The page goes on to say that such a loss will cripple the region.

“The depopulation of the region will lead to schools closing, businesses failing, housing prices dropping and the property tax base will suffer.”

Amber Lea, a Sylvan Lake resident, stated she decided to pursue her bachelor of arts degree in psychology with AU because of the flexibility the school offers.

“I’m a single mom with three little kids,” Lea said. “I work full time and I needed something that works around my schedule.”

AU has previously stated that if failing to comply with the government’s requests means a loss of funding, the university will likely have to shut down.

“I wouldn’t be able to continue with my education,” Lea said of this possibility.

When asked about the potential for staff to work on site, Lea said the only benefit she can see would be that communication times might decrease between staff and students.

“However, saying that, all office staff have been extremely timely and helpful,” she added. “I had an issue with one professor, so perhaps it wouldn’t make a difference at all.”

Lea is hoping to be able to finish her degree and secure a position working with elementary-aged children in a school setting.

Britnee Baker, a former Sylvan Lake resident who now resides in Red Deer, is currently a registered nurse working in the ICU there. Baker is taking her masters of nursing through AU.

“I looked into other options, but most of them still required more in-person time than I could afford to take,” she explained. “And the only other online programs were in different provinces, which definitely made their in-person components not doable.”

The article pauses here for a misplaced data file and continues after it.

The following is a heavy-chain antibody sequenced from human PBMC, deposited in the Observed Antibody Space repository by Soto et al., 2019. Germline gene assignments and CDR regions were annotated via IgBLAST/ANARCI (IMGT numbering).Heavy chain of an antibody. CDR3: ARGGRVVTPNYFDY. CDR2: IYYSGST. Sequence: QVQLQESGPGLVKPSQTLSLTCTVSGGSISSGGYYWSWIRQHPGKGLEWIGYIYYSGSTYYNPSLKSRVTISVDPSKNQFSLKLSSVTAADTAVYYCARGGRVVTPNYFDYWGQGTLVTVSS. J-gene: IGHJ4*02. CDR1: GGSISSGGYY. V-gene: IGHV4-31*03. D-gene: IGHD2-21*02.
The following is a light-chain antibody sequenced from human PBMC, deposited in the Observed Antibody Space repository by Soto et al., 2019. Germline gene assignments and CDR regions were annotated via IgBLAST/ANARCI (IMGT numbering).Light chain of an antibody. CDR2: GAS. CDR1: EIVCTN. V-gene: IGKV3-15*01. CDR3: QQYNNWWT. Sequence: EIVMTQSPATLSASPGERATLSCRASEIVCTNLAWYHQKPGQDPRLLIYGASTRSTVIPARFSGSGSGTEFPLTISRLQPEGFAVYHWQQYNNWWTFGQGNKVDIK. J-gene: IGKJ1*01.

Baker works full time and has children. She said she’s concerned that mandating that teaching staff work on site would mean the loss of quality professors.

“Many of the instructors for my program are not located in Alberta,” she said, adding that she doesn’t believe many of them would want to or be able to relocate.

“That would be a huge loss to the program, and potentially a loss of my program without enough qualified instructors,” she said. “If AU cannot continue to offer classes, I would have to put this career advancement I’ve dreamed of for years on hold, if not just give it up all together, which would be devastating for me, but also a blow to the healthcare system. Many of the Albertans I know in my program are hoping to stay in Alberta and help alleviate some of the strain on our system.”

The standoff between AU and the province has a Sept. 30 deadline, and while both sides have previously stated they would be happy to see each other across the negotiation table, time will tell what that negotiation brings forth.